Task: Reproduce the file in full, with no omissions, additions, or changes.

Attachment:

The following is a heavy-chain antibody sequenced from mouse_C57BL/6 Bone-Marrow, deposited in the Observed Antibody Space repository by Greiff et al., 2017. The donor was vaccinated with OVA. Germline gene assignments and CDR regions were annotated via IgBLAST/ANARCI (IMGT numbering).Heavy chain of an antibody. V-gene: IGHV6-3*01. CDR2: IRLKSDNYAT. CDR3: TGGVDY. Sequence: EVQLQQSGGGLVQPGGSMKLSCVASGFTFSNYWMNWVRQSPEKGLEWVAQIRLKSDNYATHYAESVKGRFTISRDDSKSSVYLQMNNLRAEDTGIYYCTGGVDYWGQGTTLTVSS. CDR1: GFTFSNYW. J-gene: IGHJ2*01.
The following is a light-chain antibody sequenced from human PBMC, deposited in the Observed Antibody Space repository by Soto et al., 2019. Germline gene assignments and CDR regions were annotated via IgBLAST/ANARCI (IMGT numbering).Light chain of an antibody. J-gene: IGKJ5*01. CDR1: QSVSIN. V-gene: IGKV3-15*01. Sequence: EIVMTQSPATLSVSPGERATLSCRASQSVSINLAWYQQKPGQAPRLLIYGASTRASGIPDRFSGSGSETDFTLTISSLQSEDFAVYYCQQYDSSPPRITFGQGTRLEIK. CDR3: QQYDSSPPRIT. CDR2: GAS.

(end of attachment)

The following is a heavy-chain antibody sequenced from mouse_C57BL/6 Bone-Marrow, deposited in the Observed Antibody Space repository by Greiff et al., 2017. The donor was vaccinated with OVA. Germline gene assignments and CDR regions were annotated via IgBLAST/ANARCI (IMGT numbering).Heavy chain of an antibody. V-gene: IGHV6-3*01. CDR2: IRLKSDNYAT. CDR3: TGGVDY. Sequence: EVQLQQSGGGLVQPGGSMKLSCVASGFTFSNYWMNWVRQSPEKGLEWVAQIRLKSDNYATHYAESVKGRFTISRDDSKSSVYLQMNNLRAEDTGIYYCTGGVDYWGQGTTLTVSS. CDR1: GFTFSNYW. J-gene: IGHJ2*01.
The following is a light-chain antibody sequenced from human PBMC, deposited in the Observed Antibody Space repository by Soto et al., 2019. Germline gene assignments and CDR regions were annotated via IgBLAST/ANARCI (IMGT numbering).Light chain of an antibody. J-gene: IGKJ5*01. CDR1: QSVSIN. V-gene: IGKV3-15*01. Sequence: EIVMTQSPATLSVSPGERATLSCRASQSVSINLAWYQQKPGQAPRLLIYGASTRASGIPDRFSGSGSETDFTLTISSLQSEDFAVYYCQQYDSSPPRITFGQGTRLEIK. CDR3: QQYDSSPPRIT. CDR2: GAS.